Central retinal vein occlusion

Last revised by Daniel J Bell on 1 Jun 2020

A leading cause of monocular vision loss, central retinal vein occlusion (CRVO) is most commonly caused by thrombosis of the central retinal vein, resulting in retinal edema and hemorrhage.

Occlusion of the central retinal vein is subclassified as ischemic and non-ischemic based on the presence or absence of capillary blood flow 5.

Instead of the central retinal vein, the occlusion may occasionally affect a venous tributary only, which is termed branch retinal vein occlusion (BRVO).

Risk factors associated with central retinal vein occlusion include 7:

Typically more subtle in presentation than occlusion of the central retinal artery, central retinal vein occlusion presents on a continuum from a mild alteration in visual acuity and subjective blurring to profound monocular vision loss. Funduscopic examination classically reveals tortuous, engorged retinal veins with diffuse hemorrhages throughout the fundus, often referred to colloquially as a "blood and thunder" appearance. Papilledema may also be observed.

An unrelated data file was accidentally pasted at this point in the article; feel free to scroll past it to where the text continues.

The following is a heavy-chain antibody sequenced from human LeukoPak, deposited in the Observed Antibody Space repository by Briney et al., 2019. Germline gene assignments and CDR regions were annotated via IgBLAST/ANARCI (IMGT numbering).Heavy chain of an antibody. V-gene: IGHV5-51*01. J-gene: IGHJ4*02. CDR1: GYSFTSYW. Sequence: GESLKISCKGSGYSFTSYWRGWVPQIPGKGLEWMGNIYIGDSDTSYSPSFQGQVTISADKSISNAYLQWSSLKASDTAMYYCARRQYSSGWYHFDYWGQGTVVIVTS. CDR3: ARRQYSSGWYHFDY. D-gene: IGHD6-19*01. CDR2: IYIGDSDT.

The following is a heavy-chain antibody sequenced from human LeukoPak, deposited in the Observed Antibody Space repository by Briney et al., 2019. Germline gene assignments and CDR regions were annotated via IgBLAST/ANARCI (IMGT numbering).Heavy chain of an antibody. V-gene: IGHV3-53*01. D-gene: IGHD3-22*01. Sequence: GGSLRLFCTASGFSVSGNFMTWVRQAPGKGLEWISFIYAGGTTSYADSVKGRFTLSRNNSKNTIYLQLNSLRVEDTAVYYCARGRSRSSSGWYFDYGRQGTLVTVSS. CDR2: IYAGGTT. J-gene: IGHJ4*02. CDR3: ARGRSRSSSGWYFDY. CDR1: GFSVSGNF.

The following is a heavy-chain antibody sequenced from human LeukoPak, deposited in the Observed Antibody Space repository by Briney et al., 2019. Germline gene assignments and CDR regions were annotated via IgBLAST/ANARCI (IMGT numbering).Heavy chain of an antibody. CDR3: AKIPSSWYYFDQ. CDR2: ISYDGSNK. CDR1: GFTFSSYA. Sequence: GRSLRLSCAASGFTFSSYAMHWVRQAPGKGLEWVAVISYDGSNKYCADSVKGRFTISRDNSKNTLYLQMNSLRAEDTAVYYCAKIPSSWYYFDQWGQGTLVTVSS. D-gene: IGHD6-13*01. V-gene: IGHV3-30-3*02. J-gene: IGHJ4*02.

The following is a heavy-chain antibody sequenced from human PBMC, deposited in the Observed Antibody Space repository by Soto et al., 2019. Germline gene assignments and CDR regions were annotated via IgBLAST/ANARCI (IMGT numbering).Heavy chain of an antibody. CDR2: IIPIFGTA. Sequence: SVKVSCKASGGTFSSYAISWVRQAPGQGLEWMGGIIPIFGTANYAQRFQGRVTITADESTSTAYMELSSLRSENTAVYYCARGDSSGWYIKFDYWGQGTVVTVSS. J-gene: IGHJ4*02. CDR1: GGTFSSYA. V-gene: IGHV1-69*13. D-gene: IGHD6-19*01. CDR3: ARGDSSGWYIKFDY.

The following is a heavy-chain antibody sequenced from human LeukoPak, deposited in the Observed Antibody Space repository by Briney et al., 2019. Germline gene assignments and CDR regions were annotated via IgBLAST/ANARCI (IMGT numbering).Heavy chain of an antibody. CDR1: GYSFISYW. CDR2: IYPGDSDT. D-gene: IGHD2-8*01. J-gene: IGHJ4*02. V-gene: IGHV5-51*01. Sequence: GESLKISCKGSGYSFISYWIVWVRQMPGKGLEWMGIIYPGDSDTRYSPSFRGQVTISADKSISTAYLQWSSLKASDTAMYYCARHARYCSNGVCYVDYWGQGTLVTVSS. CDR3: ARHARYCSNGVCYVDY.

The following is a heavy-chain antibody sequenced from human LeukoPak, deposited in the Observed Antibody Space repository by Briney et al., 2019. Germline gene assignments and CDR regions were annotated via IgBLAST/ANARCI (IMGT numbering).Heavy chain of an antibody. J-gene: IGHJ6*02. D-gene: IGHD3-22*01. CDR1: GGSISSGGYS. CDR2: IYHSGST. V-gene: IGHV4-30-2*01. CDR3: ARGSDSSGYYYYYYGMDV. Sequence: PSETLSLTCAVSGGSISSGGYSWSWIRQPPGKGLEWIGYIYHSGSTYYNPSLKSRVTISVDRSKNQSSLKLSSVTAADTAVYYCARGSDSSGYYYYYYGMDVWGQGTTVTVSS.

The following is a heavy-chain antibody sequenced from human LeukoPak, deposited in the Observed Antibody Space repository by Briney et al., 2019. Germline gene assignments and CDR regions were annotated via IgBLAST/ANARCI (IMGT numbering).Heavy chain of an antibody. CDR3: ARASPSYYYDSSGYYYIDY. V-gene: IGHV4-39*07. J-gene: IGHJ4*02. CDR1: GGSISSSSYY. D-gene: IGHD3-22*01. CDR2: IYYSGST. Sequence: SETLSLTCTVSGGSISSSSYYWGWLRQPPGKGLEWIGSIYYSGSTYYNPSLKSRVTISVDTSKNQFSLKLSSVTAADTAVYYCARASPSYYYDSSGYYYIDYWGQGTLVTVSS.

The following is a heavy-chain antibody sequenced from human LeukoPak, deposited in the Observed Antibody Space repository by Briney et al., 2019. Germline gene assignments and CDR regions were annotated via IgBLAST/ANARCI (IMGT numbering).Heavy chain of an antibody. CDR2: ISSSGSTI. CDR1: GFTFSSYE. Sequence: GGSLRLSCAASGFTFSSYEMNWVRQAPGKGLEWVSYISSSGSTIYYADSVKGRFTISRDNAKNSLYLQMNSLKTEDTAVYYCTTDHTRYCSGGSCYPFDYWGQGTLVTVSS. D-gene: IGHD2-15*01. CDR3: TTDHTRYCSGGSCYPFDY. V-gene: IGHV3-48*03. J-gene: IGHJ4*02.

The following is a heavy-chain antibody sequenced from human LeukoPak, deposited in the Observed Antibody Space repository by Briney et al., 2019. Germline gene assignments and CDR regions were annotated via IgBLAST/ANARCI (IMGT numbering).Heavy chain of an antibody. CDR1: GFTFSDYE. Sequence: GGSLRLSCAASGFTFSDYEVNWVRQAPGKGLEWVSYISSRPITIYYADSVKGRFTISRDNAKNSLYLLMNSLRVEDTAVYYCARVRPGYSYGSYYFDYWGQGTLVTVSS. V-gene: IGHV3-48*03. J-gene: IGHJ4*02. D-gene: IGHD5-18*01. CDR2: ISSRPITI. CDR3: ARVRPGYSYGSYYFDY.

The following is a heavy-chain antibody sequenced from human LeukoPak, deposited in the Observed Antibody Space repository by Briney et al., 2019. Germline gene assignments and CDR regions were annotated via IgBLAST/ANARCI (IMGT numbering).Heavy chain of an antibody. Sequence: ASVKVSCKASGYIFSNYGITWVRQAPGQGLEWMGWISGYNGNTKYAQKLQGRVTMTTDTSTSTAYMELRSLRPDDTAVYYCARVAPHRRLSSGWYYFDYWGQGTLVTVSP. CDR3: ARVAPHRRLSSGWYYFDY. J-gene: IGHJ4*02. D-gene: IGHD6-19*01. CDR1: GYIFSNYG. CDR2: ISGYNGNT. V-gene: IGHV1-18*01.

Spectral and color flow Doppler allow non-invasive examination of the retinal vasculature. Color flow Doppler is used to identify the location of the retrobulbar vessels, with subsequent pulsed wave Doppler interrogation of each flow signal. The central retinal vein may be identified as follows:

  • color flow Doppler interrogation of the distal optic nerve reveals central paired vessels, representing the central retinal artery and vein
  • pulsed wave Doppler may be used to simultaneously interrogate both vessels:
    • the flow below the baseline, coursing away from the probe, corresponds to the central retinal vein
    • flow is typically continuous with post-systolic peaks at fixed intervals from the systolic peak of the central retinal artery waveform
    • the normal maximum velocity in the central retinal vein (CRV) may range from 2.9 to 5.7 cm/s 4

Sonographic features suggestive of central retinal vein occlusion include:

  • decrease in the peak systolic and end diastolic velocities of the ipsilateral ophthalmic and central retinal artery 2
    • concomitant increase in the resistive indices of both vessels
    • this finding may be limited to the ischemic variant of central retinal vein occlusion
  • decreased venous flow velocity in the central retinal vein
    • a decrease in the maximum and minimum venous velocities may be present in severe cases
    • a minimum venous velocity of less than 2 cm/s may be indicative of non-ischemic variants of central retinal vein occlusion 3

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